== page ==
NHS England has already started making data publicly available via its website, naming trusts that do not declare compliance with any stage of an alert by the completion deadline date. The data is now available to the public and health service regulators. Currently, 15 trusts have not declared compliance to five alerts (NHS England, 2016a); six trusts have the implementation of an alert ongoing; five trusts are assessing the relevance of an alert to their practice; three trusts have only acknowledged an alert with a compliance date of January 2016; and there is one alert that is already past its compliance date that has not yet been acknowledged by one trust.

A system that relies on self-compliance will always have weaknesses. As an example, some hospitals might not state compliance, despite great efforts towards improvement, if they do not feel they have adequately met every action on the alert, whereas others might indicate compliance, without having robust evidence that they have fully achieved the recommendations.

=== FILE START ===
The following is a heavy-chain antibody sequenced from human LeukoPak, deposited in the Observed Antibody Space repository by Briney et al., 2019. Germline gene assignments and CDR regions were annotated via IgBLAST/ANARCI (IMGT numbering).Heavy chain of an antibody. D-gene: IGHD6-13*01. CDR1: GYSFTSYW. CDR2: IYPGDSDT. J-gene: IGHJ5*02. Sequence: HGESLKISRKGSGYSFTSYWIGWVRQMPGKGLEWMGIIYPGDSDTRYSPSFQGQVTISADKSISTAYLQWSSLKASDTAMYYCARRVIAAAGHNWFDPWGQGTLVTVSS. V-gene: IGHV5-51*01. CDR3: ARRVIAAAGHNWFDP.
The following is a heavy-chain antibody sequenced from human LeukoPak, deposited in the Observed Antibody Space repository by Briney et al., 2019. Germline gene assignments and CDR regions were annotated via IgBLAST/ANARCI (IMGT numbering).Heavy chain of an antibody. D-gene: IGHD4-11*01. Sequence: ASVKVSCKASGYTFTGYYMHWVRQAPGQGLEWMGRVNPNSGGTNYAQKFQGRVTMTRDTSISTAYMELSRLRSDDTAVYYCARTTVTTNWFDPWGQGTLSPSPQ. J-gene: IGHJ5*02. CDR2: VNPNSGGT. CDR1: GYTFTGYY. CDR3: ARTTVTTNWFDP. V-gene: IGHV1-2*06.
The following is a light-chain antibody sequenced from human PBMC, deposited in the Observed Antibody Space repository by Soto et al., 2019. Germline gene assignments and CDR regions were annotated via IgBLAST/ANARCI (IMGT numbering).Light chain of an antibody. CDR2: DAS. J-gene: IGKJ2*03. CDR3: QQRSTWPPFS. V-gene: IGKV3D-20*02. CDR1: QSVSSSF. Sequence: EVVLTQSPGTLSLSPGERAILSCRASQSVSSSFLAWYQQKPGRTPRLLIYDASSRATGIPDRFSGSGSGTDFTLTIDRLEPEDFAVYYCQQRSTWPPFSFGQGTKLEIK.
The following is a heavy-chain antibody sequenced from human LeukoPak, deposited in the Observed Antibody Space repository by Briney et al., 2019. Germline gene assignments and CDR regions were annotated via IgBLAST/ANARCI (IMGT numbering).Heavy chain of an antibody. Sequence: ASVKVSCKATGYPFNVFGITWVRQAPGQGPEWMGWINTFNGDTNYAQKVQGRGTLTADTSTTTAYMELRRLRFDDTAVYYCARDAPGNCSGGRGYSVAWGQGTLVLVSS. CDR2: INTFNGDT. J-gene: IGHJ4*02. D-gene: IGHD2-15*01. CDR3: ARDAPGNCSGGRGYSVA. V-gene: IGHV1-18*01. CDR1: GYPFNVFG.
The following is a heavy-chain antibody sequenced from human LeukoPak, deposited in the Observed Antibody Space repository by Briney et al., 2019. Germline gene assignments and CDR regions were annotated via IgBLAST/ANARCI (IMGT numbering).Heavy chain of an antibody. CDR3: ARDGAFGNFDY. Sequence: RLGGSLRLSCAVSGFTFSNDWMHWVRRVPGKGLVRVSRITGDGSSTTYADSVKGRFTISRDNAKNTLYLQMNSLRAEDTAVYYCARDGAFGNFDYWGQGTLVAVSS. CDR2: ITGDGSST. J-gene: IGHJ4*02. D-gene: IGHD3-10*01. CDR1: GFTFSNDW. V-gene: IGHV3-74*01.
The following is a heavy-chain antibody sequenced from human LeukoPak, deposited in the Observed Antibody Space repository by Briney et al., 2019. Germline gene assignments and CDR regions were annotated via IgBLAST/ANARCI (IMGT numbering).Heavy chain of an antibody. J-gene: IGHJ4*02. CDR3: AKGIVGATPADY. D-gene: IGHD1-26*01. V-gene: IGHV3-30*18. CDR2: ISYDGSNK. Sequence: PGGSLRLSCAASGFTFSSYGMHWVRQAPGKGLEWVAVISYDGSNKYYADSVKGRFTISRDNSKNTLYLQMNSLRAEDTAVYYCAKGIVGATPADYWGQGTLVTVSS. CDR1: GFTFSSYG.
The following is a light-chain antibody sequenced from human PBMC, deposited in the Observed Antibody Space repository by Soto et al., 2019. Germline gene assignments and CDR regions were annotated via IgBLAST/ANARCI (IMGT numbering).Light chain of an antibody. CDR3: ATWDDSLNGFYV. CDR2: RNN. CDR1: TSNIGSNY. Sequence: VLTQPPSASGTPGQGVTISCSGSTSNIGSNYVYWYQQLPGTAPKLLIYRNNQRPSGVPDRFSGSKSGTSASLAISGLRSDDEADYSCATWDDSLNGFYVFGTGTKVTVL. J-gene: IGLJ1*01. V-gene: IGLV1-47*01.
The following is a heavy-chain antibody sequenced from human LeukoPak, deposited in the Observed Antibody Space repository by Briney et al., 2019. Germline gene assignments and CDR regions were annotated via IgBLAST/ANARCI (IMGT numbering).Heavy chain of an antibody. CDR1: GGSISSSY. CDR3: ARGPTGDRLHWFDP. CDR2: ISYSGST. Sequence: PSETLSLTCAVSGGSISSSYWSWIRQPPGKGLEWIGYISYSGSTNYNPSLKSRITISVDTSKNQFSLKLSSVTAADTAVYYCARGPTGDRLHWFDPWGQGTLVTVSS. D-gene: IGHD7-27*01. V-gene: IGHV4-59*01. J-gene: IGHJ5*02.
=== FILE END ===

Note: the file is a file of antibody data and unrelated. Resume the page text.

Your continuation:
Box 3. NPSAS stages

The three stages of the National Patient Safety Alerting System are:

  • Stage-one alert - Warning: identifying emerging risk and needing sign-off within specified timeframes from organisations
  • Stage-two alert - Resource: issued weeks or months after the warning, containing guidance for actions and also needing sign-off within a specified timeframe
  • Stage-three alert - Directive: needs confirmation within a specified timeframe from organisations that they have taken action to implement solutions minimising the risk

Source: NHS England (2014a)

Conclusion

To keep our patients safe and to “practise effectively” (NMC, 2015), nurses need to be aware of, and comply with, both local and national guidelines. To help staff deliver safe, high-quality care and work within guidelines, managers need to make sure nurses collaborate with them to develop guidance that can work in practice and has measurable outcomes.

The case study presented here shows that effective improvement in practice can be made if time and effort to get it right is put in with, and on, the “shop floor”. It also illustrates that we can evidence that we did get it right. Using these methods may mean putting in more time and effort but breaking down the barriers is a way to support lasting changes in practice when it really matters.

Key points

  • Health professionals must be aware of patient safety alerts
  • Local and national guidelines should be adhered to at all times
  • Health professionals should collaborate to find ways of implementing national guidance
  • Disseminating a guideline does not mean it will always be complied with
  • Health professionals should monitor their practice against measurable standards